US authorities have loosened some flight restrictions on 20 F-35s that make up the test aircraft fleet that were placed earlier this month, allowing pilots to fly faster and take tighter curves.
Other restrictions remain, however, including borescope inspections of the front fan section of each F135 engine every three hours. The 79 remaining F-35s are still under the full restrictions.
The restrictions due to a fire in June that damaged an F-35A and led to the Pentagon grounding the fleet for a time while the cause of the problem was discovered. In July, the Pentagon allowed the plane to begin flying again within limited parameters.
As the restrictions are starting to be lifted, testing will now see pilots fly at speeds of up to 1.6 Mach, up from 0.9 Mach, and carry out turns with a gravitational load of 3.2 Gs, up from 3 Gs according to a US defence official on Tuesday.
This news comes as the F-35B, the jump-jet variant, completes wet runway and crosswind testing spread over 37 missions with a duration of 41 days, using aircraft BF-4.
“This testing is absolutely critical to 2B flight software fleet release and the Marine Corps. Collectively, the results support clearing the 20 knot crosswind envelope for conventional take off & landings, short take offs, and short landings, with ideal handling quality ratings and meaningful improvement over legacy 4th generational fighter aircraft.” says J.D. McFarlan, Lockheed Martin’s vice president for F-35 Test & Verification.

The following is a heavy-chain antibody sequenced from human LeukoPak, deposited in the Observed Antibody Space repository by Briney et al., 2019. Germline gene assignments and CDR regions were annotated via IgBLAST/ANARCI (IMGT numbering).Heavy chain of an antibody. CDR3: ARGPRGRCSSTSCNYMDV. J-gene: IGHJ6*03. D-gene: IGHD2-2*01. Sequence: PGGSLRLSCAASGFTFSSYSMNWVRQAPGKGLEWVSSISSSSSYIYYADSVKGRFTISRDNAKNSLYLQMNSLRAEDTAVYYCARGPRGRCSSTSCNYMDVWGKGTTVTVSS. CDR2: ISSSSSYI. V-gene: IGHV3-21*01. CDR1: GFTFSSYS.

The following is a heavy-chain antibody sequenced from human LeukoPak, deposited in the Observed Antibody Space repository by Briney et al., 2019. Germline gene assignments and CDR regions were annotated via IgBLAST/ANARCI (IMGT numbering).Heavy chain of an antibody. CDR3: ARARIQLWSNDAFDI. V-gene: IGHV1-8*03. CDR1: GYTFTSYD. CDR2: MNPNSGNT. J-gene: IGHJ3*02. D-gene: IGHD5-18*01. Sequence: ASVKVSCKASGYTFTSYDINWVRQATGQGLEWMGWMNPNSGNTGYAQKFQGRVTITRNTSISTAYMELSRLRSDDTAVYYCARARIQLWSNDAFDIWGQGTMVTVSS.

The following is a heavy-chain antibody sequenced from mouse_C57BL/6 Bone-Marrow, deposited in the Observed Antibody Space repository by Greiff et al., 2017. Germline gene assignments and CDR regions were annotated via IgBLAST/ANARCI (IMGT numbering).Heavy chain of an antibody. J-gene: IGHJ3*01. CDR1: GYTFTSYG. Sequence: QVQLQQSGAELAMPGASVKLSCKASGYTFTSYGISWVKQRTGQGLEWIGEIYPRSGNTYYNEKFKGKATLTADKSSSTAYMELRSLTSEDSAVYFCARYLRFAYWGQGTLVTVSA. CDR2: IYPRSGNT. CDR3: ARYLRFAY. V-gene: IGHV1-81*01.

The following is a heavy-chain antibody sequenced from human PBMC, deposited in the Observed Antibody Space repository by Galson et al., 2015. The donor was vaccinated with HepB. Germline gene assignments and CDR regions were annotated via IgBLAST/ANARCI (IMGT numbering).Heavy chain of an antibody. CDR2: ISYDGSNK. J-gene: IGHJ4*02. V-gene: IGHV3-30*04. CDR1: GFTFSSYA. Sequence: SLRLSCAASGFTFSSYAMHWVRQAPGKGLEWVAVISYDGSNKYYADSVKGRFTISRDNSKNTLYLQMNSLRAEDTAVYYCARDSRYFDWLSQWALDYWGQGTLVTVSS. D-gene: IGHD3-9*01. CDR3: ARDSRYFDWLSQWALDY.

The flight restrictions being loosened should allow F-35 test pilots and trainers to carry out additional tests but it still remains unclear how much of an impact the grounding and restrictions will have on the program’s flight test schedule for the year.
US airworthiness officials are still requiring inspections of the Pratt & Whitney engines that power the jet every three hours, but that requirement and other restrictions may be revised as the investigation winds down, the official said.
“Pratt & Whitney has been making pretty darn good engines for single-engine airplanes for a long time for the United States Air Force,” Gen. Mark Welsh, service chief of staff, told reporters during a media briefing. “What we found in the program so far, with these almost 9,000 sorties so far, is this engine works pretty well, too.”
“It would be a little alarmist to assume we have a problem with the F-35 engine,” Welsh said. “The F-35 is the answer, the only answer, to ensure future air campaigns are not a fair fight.”